Well, fans of Little League Baseball can search bookstores in the years ahead for Winokur's nonfiction account of Matamoros, because less than six hours after he shared the Monterrey saga, Sauceda pitched a perfect game.
"I guess he's got to write a book now," a smiling Sauceda said through a translator.
Now, Winokur has a promise he knows he must keep. He will keep it, too.
"I'll do something right," Winokur said.
Whether that story will be as gripping as the tale he wove about Monterrey, who's to say? At this point, Matamoros has not reached the championship game, and Sauceda and his teammates, who play Venezuela in a semifinal game on Thursday, might not reach the title game because of the stiff competition they still face.
Yet even if they reach the title game, even if they return to Matamoros taking the championship with them, their story will never be anything that resembles the odyssey that brought Monterrey Industrial the first Little League championship won by a non-U.S. team.
For the story about the 14 boys on coach Cesar Fez's '57 Monterrey team sounds like a tall tale, one stretched so thin it makes for good fiction, but nothing more.
But nothing in "The Perfect Game" comes from Winokur's fertile mind. Sometimes, indeed, truth is stranger than fiction.
For who can dream up a story like "The Perfect Game," a book that chronicles the journey to Little League glory of a ragtag ballclub from Monterrey, Mexico?
"They walked 12 miles -- 12 miles -- to play their first game, which they had no expectations of winning," Winokur said as he sat inside the Little League Baseball Museum. "They walked 12 miles to play a game they thought they were going to lose."
Winokur's not relying on hearsay when he talks about the trek to Texas. Winokur has driven the route, and it's what the lore says it is -- 12 miles.
"They had no transportation; they had no money," he said. "They barely had enough money for three days. They ran out of money because they were winning. They took their hats off, and people would put coins in their hats to get to the next city.
"I kid you not."
If any group of boys showed more love for baseball, Winokur waits to meet them. For the boys from Monterrey had to endure obstacles that would have defeated lesser teams before that got close to the hallowed green of Williamsport.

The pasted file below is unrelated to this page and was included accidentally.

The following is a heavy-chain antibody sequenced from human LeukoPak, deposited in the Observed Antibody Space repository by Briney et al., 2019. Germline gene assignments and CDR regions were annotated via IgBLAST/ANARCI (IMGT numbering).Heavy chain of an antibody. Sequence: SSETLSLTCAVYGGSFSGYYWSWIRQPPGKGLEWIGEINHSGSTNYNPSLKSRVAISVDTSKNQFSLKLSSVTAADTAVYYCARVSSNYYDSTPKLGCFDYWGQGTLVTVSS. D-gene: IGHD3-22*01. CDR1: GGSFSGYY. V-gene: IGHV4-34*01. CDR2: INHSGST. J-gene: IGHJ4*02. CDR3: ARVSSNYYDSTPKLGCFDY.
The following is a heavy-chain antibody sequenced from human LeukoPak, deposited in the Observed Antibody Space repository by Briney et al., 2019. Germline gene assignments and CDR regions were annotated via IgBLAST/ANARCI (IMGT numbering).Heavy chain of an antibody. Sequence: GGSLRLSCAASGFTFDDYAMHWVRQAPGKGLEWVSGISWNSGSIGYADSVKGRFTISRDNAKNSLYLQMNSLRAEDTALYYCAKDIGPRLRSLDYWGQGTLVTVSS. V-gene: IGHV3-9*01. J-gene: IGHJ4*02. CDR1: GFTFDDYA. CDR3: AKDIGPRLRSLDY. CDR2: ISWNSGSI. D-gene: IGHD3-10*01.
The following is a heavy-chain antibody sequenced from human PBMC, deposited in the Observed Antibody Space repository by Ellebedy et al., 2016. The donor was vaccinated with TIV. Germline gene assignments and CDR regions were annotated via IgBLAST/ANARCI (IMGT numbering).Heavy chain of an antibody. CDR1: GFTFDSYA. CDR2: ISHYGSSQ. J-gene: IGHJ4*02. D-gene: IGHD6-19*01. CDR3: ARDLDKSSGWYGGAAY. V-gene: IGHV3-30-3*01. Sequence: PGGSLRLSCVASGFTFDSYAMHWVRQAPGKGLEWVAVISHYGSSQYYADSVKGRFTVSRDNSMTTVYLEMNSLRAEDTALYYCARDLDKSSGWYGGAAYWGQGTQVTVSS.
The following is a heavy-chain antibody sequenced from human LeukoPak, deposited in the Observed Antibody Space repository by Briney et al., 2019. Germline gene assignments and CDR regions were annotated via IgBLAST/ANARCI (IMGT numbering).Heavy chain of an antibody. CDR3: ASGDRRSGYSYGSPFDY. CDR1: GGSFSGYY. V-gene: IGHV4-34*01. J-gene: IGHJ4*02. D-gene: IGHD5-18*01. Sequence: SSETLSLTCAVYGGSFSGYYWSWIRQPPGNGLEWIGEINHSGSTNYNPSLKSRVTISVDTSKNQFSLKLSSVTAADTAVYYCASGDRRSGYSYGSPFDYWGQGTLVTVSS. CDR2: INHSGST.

Remember the era?
America in the late '50s wasn't the melting pot it claimed to be. The road to equal opportunity here was pockmarked with potholes, and Fez's team didn't have much going for it.
"Today, [we] take it for granted. They travel all over the world," Winokur said. "These kids had never been away from home for one night. They'd never left Monterrey. They had no idea of the world beyond Monterrey.
"They didn't have television. How could they know?"
But Fez knew. He'd learned the game and life beyond Monterrey as a batboy for the old St. Louis Browns. It was in America where he'd become a baseball fanatic.
He passed that fanaticism on to his boys.
Fez pushed his ballplayers like a drill sergeant. He led them on a trek northward, where they beat Little League team after Little League team en route to Williamsport, and when Fez and his boys from Mexico got here, nobody was prepared for a team like them.
The 14 boys on Fez's Monterrey team were different than any team that had ever played in Williamsport. They were small compared to their American counterparts. They also didn't have the flashy baseball gear that other teams had.
They were so small that Little League officials didn't have uniforms to fit them. The officials resisted at first letting the Monterrey team wears its uniforms from Mexico, but once they realized it was impossible to fit them into pre-made uniforms, officials let Monterrey wear its uniforms from home.
"It's the only time ever -- ever -- that a team has been allowed to wear its own uniform," Winokur said. "The only team, Monterrey Industrial, ever."
No matter what they wore, the boys from Monterrey caught America's fancy. They played hard. They played with passion. They played with discipline.
And they won.
In their last game, pitcher Angel Macias -- 80-plus pounds of guile who could throw with either hand -- pitched Monterrey into Little League history. His perfect game, much like Yankees right-hander Don Larsen's in the 1956 World Series, has been the only one in the championship game.
That's a story worth preserving, at least while people are still alive to tell about it, Winokur said. So Winokur, an investment banker by trade, embarked on his own journey, traveling near and far to fill in the legend with boyhood recollections.
"Nine of the 14 are alive," he said. "Ten of the 14 were alive when I started writing the book. One of them [passed away]. I've met every single one of them that's still alive, and some of [the other players'] widows."
Their story is headed for the big screen, Winokur said. "The Perfect Game" has been filmed, though Winokur isn't sure of its release date. He's certain of this, though: His story is about the love of the game in its purest sense.
"They listened on the radio to a Spanish rebroadcast of Brooklyn Dodgers games," Winokur said. "They fell in love with the game."
And Winokur fell in love with their story.